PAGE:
Godric and Helga were watching him, mouths agape with surprise, but Rowena’s incisive intellect was captivated. “Can a wizard do it to another wizard?”
“Yes, particularly if the other wizard is weak, not expecting it, or unaccustomed to it.”
Salazar thought for a moment, then retrieved a random memory, the captain from whom he’d secured his place on the ship that had carried him from his home. “I will put an image into your mind,” he said. “It will work best if you try to think of nothing.”
There was silence in the room. Finally, Rowena began to speak. As though describing a painting, she detailed the scene at the docks where Salazar had found the captain, the boats moored there, the odd hat the captain had been wearing. Then Rowena startled Salazar by saying, “You probed his mind to find the right words to speak. You persuaded him to give you a place on his ship by using information taken from his mind. You convinced him you knew more than you did.”
Salazar frowned. He hadn’t meant to convey that to her, only the way the scene had looked. He withdrew his attention, and put up a quick barrier. She looked startled, then clutched the edge of the table, briefly disoriented.
“You never told me that,” Godric said surprised.
“Why would I think to do so? It’s something we all do.”
“Not all,” Helga said with some asperity. I’ve never thought of such a thing.
“It was a remarkable feeling,” Rowena said, oblivious to undercurrents in the room. “I would be greatly curious to try…,” her eyes came into focus, and she took in the expressions on Helga and Godric’s faces. She strove desperately for a distraction. She was profoundly curious to explore this new marvel, but the tension in the room had become palpable.
“I must show you my book,” she said, assuming her usual air of dignity. “It is my only remaining possession from my mother, and I carried it with me through the forest of Andredsweald.” She retrieved the book from its place on a shelf.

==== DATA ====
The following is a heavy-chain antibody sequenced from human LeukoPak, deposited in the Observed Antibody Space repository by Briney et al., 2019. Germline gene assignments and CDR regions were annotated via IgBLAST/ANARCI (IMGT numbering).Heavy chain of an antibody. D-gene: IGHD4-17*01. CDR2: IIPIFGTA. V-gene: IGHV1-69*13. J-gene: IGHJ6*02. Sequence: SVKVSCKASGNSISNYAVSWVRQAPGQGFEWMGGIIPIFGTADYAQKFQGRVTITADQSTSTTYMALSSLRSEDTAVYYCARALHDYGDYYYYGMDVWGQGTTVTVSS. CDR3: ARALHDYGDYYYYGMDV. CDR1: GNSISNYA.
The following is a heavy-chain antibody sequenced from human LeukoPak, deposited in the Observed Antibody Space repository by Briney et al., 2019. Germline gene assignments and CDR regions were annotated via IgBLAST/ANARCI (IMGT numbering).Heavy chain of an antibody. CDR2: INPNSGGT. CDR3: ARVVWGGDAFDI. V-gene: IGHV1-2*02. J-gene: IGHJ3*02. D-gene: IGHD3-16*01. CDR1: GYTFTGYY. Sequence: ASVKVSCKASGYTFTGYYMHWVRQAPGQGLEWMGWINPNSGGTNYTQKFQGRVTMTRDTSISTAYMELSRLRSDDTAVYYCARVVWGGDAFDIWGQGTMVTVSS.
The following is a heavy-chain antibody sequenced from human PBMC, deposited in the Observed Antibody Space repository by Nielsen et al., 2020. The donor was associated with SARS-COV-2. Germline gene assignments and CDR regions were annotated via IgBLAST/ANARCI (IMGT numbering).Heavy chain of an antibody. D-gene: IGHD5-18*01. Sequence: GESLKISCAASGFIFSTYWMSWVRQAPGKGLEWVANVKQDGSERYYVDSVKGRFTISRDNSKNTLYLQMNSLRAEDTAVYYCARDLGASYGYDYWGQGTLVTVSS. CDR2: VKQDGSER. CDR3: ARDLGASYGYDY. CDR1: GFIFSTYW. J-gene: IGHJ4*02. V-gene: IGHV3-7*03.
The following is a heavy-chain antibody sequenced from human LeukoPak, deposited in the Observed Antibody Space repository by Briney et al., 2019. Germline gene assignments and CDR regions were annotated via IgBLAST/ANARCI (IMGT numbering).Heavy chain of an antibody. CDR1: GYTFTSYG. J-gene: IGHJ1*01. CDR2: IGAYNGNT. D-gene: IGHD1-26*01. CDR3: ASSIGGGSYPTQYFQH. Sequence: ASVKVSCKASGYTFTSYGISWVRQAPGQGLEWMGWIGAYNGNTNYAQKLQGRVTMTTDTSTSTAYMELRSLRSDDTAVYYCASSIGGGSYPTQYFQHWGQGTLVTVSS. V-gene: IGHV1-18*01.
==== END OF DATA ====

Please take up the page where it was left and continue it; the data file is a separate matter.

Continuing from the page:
Godric smiled, “Ah, the Metamorph Magi! Will you then turn your hair to feathers for us?” Helga, who knew the story, noted with interest the faint flush that came into Rowena’s face. Salazar, who didn’t, was looking at the book with suspicion, as though he thought it might reach a tendril toward him.
Godric leaned forward to examine it. “The illumination is well executed.”
Rowena opened the book to the first page, and explained its remarkable properties. “That’s how I first learned that Elwyna and Aidan have magic,” she explained to Helga. “Aidan traced out the letters on the cover correctly, and Elwyna saw only blank pages after the first spell. Even though they can’t read, the magic of the book was visible to them.”
“I think we can no longer say that Aidan can’t read,” Helga replied. “He’s given it considerable effort, and yesterday I saw him turn his own eyebrows into beetles and back again.”
Rowena and Godric looked impressed. “My reading has been sparse,” Godric said to Rowena. “Read the spell for me so I’m sure of the words before I read it myself.”
Salazar looked on dubiously. Reading and scribbling were for tax counters he felt, not for wizards. But as Rowena read the initial spell aloud, something stirred unexpectedly. She had a clear, disciplined voice, and excellent articulation. The words rolled impressively, filling the room with power. It struck him then that the written word is its own sort of magic, conveying meaning over time and distance merely by existing.
Godric took the book in his hand and read the spell himself. His delivery wasn’t so elegant, but when he had done, the rest of the book was revealed to him. He was astonished and captivated.
That set them off. Like children who’ve discovered a network of secret passages, they roved in all directions. For days, it was not uncommon to see noses like parsnips, ears the size of goblets, and hair of all shades of the rainbow, sometimes on one person. Salazar, from indifference to the written word, had now developed a devouring hunger for it. Once he understood that this was the power of access to magic from the past, and a way to send magic into the future, he soon surpassed Helga. Like most who’ve not learned this skill in childhood, he and Helga shared a prodigious ability to remember spells, and they were quicker to master spells than Godric and Rowena, who tended to rely on reading.
Aidan too had taken to reading with a will. Watching him go to Rowena for help with the hard words, Godric mistook Rowena’s patience for maternal feeling, so was puzzled when she seemed disinclined to teach Cadogan. When he asked her about it, she confessed that Cadogan’s slower mind was an irritant to her. “Helga has great patience with him,” Rowena said a little defensively. “He adores her, and she can go over the same thing with him over and over again until I think I will gnaw off my own arm if I have to hear it one more time, and she just smiles in her sweet way and repeats herself.”